Multiplying square roots
The key fact of square roots is that they can be multiplied. For example, we can do
We know this works because
This also works for numbers that don’t have whole number square roots. For example, we can say
even though 5 and 20 don’t have simple square roots.
We can check that this makes sense with a calculator. We know , and on a calculator we can get and . Now on a calculator we get
so we’re pretty close.
You can divide square roots similarly. For example, .
Simplifying square roots
Since we can multiply square roots, we can also simplify them by breaking them up. Let’s try an example: simplifying . First we look for a perfect square that goes into 18. 9 goes into 18! So we can break up into because
is the fully simplified form of because the can’t be simplified any further; we’ve taken as much out of the square root as we can.
Multiplying square roots by themselves
Often on the SHSAT, you see a square root multiplied by itself, like . Since we know square roots can be multiplied,
Is it just a coincedence that ? No! In fact, multiplying the square root of a positive number by itself always gives you the number! This is actually basically the definition of a square root. A few examples:
This trick can save a lot of time, especially with bigger numbers.
Square roots and geometry
So what kind of square root problems might we see on the test? A lot of the time when you see square roots, they are in geometry problems. A couple examples:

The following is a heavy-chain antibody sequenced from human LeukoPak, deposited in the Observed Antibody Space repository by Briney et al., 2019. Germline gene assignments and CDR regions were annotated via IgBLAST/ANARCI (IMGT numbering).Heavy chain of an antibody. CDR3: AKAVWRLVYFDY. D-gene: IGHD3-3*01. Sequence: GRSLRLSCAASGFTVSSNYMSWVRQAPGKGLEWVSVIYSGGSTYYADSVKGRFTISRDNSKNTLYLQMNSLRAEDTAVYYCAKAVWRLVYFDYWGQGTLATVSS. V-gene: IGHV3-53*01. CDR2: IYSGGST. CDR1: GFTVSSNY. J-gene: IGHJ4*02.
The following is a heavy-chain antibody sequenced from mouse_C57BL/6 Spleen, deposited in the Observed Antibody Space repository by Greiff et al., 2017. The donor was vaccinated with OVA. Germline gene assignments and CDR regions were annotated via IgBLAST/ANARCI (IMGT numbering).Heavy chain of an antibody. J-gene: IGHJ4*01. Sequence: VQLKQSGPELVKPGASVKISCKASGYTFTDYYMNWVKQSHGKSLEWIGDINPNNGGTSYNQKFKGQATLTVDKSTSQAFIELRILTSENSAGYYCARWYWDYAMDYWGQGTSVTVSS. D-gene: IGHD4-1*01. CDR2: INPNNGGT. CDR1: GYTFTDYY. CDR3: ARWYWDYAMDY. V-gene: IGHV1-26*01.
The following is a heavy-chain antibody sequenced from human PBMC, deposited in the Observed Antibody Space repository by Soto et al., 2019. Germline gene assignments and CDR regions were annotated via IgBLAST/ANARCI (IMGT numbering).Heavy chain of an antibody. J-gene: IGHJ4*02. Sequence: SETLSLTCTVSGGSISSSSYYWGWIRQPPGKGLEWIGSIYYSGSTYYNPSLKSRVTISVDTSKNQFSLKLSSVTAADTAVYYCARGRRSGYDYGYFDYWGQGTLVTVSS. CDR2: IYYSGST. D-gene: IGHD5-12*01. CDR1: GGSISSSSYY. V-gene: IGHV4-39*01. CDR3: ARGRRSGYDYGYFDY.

q) What is the area of the figure?
q) An isosceles right triangle has a hypotenuse that is 8 units long. What is its area?
Estimating square roots
It is easy to calculate the square roots of perfect squares, like 16. We know . Other numbers, though, we need a calculator for. For example, we can put into a calculator and we will get 4.795831523, which is actually just part of an infinitely long decimal. You won’t have to get exact values for these types of square roots on the SHSAT, but you should be able to estimate their value.
How do we estimate square roots? It’s simple! Let’s look at an example, say . 32 is between the perfect squares 25 and 36, so is between and . So is between 5 and 6.
Now we can answer questions like
q) Which is bigger, or ?
Warning: adding square roots
If you have to add square roots, be careful! You can’t add square roots as simply as you can multiply them. Let’s try an example:
So we see .
The only way you can really add square roots is by combining common factors, in the same way that you can do . You can only add multiples of the same square root
A few examples:
Now a challenge problem where you actually can add different square roots in a few steps:
q) What is ?
Subtraction works basically the same as addition. An example:
Further reading and practice
Khan Academy– good lessons and practice of this material including practice on estimating square roots, in the ‘Approximating square roots’ section